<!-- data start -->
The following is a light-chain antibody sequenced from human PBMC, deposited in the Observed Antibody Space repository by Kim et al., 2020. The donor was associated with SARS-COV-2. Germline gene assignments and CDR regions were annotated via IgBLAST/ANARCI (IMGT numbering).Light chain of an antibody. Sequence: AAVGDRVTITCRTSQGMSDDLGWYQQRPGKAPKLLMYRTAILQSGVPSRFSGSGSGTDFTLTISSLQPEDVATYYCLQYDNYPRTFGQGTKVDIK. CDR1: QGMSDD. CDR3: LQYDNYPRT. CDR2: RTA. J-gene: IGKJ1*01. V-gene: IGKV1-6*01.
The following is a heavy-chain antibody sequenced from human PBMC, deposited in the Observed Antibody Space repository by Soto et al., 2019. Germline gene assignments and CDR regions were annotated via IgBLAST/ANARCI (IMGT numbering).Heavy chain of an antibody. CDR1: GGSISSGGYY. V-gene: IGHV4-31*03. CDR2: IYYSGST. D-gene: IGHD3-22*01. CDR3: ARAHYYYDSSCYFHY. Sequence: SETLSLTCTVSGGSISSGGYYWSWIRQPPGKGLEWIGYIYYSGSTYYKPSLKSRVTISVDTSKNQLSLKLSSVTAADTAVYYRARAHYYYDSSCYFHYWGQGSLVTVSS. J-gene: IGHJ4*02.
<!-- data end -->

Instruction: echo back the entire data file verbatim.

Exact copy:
The following is a light-chain antibody sequenced from human PBMC, deposited in the Observed Antibody Space repository by Kim et al., 2020. The donor was associated with SARS-COV-2. Germline gene assignments and CDR regions were annotated via IgBLAST/ANARCI (IMGT numbering).Light chain of an antibody. Sequence: AAVGDRVTITCRTSQGMSDDLGWYQQRPGKAPKLLMYRTAILQSGVPSRFSGSGSGTDFTLTISSLQPEDVATYYCLQYDNYPRTFGQGTKVDIK. CDR1: QGMSDD. CDR3: LQYDNYPRT. CDR2: RTA. J-gene: IGKJ1*01. V-gene: IGKV1-6*01.
The following is a heavy-chain antibody sequenced from human PBMC, deposited in the Observed Antibody Space repository by Soto et al., 2019. Germline gene assignments and CDR regions were annotated via IgBLAST/ANARCI (IMGT numbering).Heavy chain of an antibody. CDR1: GGSISSGGYY. V-gene: IGHV4-31*03. CDR2: IYYSGST. D-gene: IGHD3-22*01. CDR3: ARAHYYYDSSCYFHY. Sequence: SETLSLTCTVSGGSISSGGYYWSWIRQPPGKGLEWIGYIYYSGSTYYKPSLKSRVTISVDTSKNQLSLKLSSVTAADTAVYYRARAHYYYDSSCYFHYWGQGSLVTVSS. J-gene: IGHJ4*02.